One crucial point is contrition. It's hard to measure publicly but the reaction to attempts by Louis C.K. and Newton to mount comebacks would suggest that in most people's eyes neither has done enough to mitigate the return.

Some US experts suggest a metric similar to the ninth step of the Alcoholics Anonymous 12-step program which talks about making "direct amends" to those people affected by an individual's actions. Others say those charged with sexual offences or domestic assault should make a more substantial contribution by directly engaging with victims.

There are a number of variables, Schiffer says, not least the individuals themselves. "With Louis C.K. his unique advantage is he's a comedian, [he] is not a politician or someone who is running a bureaucratic agency expected to have a pretty conservative set of behaviours."

"But the timing of what he did, when he did it, all of these things go together and form kind of a calculus at this point, as to how the public is going to react and I think it's still very raw," Schiffer adds. "Time will heal. And with some, that are on the spectrum, at the low end of the offensive side, they can, again, find an audience.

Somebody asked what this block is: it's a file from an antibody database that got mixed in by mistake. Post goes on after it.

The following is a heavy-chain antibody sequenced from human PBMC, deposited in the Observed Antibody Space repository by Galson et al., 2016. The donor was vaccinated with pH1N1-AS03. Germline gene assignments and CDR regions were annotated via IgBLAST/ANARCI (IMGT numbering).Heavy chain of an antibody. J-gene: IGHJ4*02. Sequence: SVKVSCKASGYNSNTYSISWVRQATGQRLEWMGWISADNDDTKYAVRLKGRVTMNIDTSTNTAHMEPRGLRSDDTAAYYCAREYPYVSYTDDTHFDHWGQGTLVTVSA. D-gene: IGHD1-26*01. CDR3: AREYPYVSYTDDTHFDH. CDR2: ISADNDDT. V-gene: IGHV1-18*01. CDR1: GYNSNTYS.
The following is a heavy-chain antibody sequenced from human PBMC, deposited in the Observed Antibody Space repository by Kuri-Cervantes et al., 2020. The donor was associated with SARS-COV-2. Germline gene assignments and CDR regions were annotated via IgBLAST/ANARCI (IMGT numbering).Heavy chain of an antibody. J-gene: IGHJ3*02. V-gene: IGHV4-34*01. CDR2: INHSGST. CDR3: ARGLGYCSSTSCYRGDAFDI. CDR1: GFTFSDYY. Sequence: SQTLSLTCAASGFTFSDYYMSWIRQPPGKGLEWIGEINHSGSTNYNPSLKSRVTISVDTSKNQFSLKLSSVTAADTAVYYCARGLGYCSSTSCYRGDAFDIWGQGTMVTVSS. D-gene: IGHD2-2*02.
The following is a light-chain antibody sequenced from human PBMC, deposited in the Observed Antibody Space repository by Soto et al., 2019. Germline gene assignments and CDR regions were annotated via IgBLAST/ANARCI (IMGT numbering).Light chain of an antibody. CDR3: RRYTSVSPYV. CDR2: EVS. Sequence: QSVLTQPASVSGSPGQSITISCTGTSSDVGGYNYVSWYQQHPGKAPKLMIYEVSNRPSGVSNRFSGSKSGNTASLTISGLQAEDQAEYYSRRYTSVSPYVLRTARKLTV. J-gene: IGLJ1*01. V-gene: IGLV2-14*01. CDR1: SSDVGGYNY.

"[But] there are some that time won't be their friend; won't matter," Schiffer says. "Kevin Spacey and Weinstein and some of these, I think they are cooked. They're going to die a merciless death as individual brands. And human beings."

Schiffer argues we are still only taking the first steps in a much longer arc of social change. "A year in is relatively small in the totality of all these underlying forces that are driving this, we're still in the early stages," he says.

Perhaps the biggest challenge for the #MeToo movement then is converting accusations into convictions, a difficult task given in many cases the claims have passed the legal statute of limitations or, in some cases where there is little corroborating evidence, are reduced to exchanges of he said/she said or he said/he said.

"I think in the short run, that's true, but in the medium to long run, I think the legal system will play a role in shaping the strength or lack therein on #MeToo in a sustained way," Schiffer says.